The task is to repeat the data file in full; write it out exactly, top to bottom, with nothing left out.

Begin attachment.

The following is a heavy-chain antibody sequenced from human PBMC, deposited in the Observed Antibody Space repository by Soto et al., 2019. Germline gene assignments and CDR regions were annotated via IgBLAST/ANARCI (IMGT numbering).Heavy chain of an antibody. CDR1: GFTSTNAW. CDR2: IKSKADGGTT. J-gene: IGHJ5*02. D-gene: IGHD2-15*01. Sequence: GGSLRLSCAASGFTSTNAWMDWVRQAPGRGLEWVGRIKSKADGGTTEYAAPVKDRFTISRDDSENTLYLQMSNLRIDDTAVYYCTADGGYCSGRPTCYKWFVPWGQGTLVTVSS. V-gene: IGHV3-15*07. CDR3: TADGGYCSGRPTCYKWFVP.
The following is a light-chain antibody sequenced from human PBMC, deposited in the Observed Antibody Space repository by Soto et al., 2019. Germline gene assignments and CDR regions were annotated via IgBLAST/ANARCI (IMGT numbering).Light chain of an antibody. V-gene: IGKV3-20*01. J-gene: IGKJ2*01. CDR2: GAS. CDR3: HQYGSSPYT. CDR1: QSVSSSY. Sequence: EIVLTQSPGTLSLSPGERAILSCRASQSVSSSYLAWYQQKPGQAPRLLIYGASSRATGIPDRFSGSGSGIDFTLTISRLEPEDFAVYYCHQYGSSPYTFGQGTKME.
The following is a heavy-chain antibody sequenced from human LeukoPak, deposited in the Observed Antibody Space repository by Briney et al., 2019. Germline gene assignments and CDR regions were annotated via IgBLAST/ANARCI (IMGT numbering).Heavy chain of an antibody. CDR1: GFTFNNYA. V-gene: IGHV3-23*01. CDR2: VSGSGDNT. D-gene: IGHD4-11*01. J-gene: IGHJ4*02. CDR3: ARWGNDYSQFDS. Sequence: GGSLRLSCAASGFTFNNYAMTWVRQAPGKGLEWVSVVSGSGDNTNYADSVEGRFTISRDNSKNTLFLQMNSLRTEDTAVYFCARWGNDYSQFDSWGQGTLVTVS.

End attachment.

The following is a heavy-chain antibody sequenced from human PBMC, deposited in the Observed Antibody Space repository by Soto et al., 2019. Germline gene assignments and CDR regions were annotated via IgBLAST/ANARCI (IMGT numbering).Heavy chain of an antibody. CDR1: GFTSTNAW. CDR2: IKSKADGGTT. J-gene: IGHJ5*02. D-gene: IGHD2-15*01. Sequence: GGSLRLSCAASGFTSTNAWMDWVRQAPGRGLEWVGRIKSKADGGTTEYAAPVKDRFTISRDDSENTLYLQMSNLRIDDTAVYYCTADGGYCSGRPTCYKWFVPWGQGTLVTVSS. V-gene: IGHV3-15*07. CDR3: TADGGYCSGRPTCYKWFVP.
The following is a light-chain antibody sequenced from human PBMC, deposited in the Observed Antibody Space repository by Soto et al., 2019. Germline gene assignments and CDR regions were annotated via IgBLAST/ANARCI (IMGT numbering).Light chain of an antibody. V-gene: IGKV3-20*01. J-gene: IGKJ2*01. CDR2: GAS. CDR3: HQYGSSPYT. CDR1: QSVSSSY. Sequence: EIVLTQSPGTLSLSPGERAILSCRASQSVSSSYLAWYQQKPGQAPRLLIYGASSRATGIPDRFSGSGSGIDFTLTISRLEPEDFAVYYCHQYGSSPYTFGQGTKME.
The following is a heavy-chain antibody sequenced from human LeukoPak, deposited in the Observed Antibody Space repository by Briney et al., 2019. Germline gene assignments and CDR regions were annotated via IgBLAST/ANARCI (IMGT numbering).Heavy chain of an antibody. CDR1: GFTFNNYA. V-gene: IGHV3-23*01. CDR2: VSGSGDNT. D-gene: IGHD4-11*01. J-gene: IGHJ4*02. CDR3: ARWGNDYSQFDS. Sequence: GGSLRLSCAASGFTFNNYAMTWVRQAPGKGLEWVSVVSGSGDNTNYADSVEGRFTISRDNSKNTLFLQMNSLRTEDTAVYFCARWGNDYSQFDSWGQGTLVTVS.